Last week on TikTok I came across a lovely and humbling video of Britney Spears during an interview clip filmed in the late 90s or early 00s. In this video she spoke transparently about how baffling it was to her that while growing up poor, she never received anything for free, yet now that she’s making a lot of money, she finds herself not having to pay for luxuries like clothes and makeup because she gets gifted an obscene amount of products. The modern equivalence of this would be influencer sponsorship.
While creators normally get paid to create sponsored content, some brands pay in products, and it’s also common for them to gift clothes, makeup, or other items to be on an influencer’s radar and hopefully solicit a post or a mention in their content. Others get sent products simply to review them, free of charge.
Some influencers are starting to speak out about how wasteful and unsustainable it is starting to feel. One of those influencers is Victoria Paris, an influencer with 1.5 million TikTok and over 315k Instagram followers. “A lot of it felt excessive and gluttonous,” Paris told Insider about gifting. “At one point, packages just started showing up that I didn’t even approve because companies will sell your address or use it for brands you don’t even know about.”
Others, perhaps more ‘scandalously’, have started reselling their gifted products to followers. On one hand, this is a fairly sustainable approach as if the products weren’t being used, it is better to pass it on to someone who needs it and will use the product sustainably. On the other hand, perhaps it would seem more moral for the influencer to pass the products on in a giveaway format rather than make profit from something they never bought or even got paid to receive.
“If you’re not making any money, or you’re not a full-time influencer yet, selling those things and getting a little bit of cash in return could be helpful in covering some of your bills,” said Sonia Elyss, founder of influencer-marketing firm RoundTwelve.
While Annelise Campbell, founder and CEO of marketing agency CFG reminds us that reselling gifts “is frowned upon […] Brands will stop working with creators.” One particular brand Campbell worked with in the past would even vet influencers by checking if they were reselling gifted products on third-party websites before partnering with them.
For many brands, seeing an influencer reselling a gifted product is a definite red flag. But creators should also think about how it could hinder their relationship with their audience. Naturally, selling a product online shortly after posting about it on social media could suggest to a creator’s audience that they actually didn’t like it, which can lead followers to lose trust in them. Not to mention that influencers who consider reselling gifted products should also be careful about their taxes – these items are intended as a noncommercial exchange between them because the product is not intended to be sold.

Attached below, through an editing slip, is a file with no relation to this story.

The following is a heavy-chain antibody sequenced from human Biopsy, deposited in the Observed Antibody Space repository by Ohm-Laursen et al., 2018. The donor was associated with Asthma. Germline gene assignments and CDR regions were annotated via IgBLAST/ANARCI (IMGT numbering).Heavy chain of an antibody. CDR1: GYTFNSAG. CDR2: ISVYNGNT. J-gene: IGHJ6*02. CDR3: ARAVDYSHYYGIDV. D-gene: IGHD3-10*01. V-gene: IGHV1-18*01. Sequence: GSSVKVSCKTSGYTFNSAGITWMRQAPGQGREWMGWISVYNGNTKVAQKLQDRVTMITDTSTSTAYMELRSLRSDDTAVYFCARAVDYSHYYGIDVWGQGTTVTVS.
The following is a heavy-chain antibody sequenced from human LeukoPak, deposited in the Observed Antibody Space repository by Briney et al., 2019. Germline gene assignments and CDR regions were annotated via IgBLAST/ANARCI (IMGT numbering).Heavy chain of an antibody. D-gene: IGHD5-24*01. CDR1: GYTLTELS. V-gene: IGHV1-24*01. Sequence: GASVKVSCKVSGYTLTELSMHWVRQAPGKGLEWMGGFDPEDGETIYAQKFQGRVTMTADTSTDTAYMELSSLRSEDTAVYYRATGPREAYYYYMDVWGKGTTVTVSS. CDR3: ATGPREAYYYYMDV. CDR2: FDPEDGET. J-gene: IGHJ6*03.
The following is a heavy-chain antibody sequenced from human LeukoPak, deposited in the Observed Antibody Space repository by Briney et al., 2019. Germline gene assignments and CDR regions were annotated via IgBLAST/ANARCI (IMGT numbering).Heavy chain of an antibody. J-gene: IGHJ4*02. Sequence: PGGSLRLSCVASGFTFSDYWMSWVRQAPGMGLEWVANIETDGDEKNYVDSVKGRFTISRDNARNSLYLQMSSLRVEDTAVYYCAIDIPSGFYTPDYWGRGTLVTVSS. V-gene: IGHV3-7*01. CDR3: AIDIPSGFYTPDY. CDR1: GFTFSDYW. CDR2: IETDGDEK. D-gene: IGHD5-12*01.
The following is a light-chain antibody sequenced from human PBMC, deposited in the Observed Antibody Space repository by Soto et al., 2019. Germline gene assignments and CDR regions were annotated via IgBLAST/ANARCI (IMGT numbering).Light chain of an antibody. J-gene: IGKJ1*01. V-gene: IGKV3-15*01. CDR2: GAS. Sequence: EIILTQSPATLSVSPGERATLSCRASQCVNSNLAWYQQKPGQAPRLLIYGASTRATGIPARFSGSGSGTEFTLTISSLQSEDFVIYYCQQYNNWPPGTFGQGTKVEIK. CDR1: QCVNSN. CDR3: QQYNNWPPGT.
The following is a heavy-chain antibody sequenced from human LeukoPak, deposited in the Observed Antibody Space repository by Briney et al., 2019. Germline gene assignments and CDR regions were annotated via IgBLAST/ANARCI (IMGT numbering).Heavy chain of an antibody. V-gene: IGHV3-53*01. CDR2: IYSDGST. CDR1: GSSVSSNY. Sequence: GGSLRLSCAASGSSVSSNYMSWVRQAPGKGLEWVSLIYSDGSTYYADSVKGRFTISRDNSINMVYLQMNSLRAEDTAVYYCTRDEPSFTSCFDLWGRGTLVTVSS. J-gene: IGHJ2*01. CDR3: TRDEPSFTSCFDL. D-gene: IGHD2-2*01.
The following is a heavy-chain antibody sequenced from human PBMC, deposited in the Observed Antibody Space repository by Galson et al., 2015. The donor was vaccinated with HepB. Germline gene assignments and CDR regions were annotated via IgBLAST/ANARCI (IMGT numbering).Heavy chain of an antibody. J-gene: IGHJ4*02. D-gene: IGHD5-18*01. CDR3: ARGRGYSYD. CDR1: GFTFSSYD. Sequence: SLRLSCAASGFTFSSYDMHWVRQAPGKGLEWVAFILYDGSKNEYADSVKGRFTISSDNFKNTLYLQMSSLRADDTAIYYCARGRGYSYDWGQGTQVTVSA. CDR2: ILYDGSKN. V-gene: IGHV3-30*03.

If anything, brands are fully eligible to consider including a clause on resale in their terms and conditions, and if creators sell goods for more than $600, they could receive a form 1099-K and have to report their income to the IRS.
It is certainly worth mentioning the nuances in public reselling. Reselling a gift from Amazon and reselling a gift from a small, low-income company can do very different things to tarnish an influencer’s image. Liv Schreiber, founder of agency Brand Caffeine and micro influencer herself publicly spoke out about a friend who runs “a small clothing company and a well-known influencer recently publicly listed, posted, and sold her product after it was gifted […] the pain this influencer inadvertently and unknowingly caused will forever stay with me and this small business owner.”
Equally, one may even blame a big brand for clearly gifting a product to the wrong influencer if they are so keen to resell the product. “It feels like the brand is not taking the time to target the right type of influencer,” says Randi Matthews, founder and CEO of marketing agency Multi-Hyphen Media. “You’re sending a product to that influencer so that they can share it with their audience, and if they’re reselling it then it’s almost the exact opposite.”
It is a topic which encompasses many nuances. I think it’s safe to say that if a creator is being paid in gifts over cash then it’s more understandable to resell products but for influencers making a true bank, it’s less forgivable. Brand size and revenue also plays an important factor.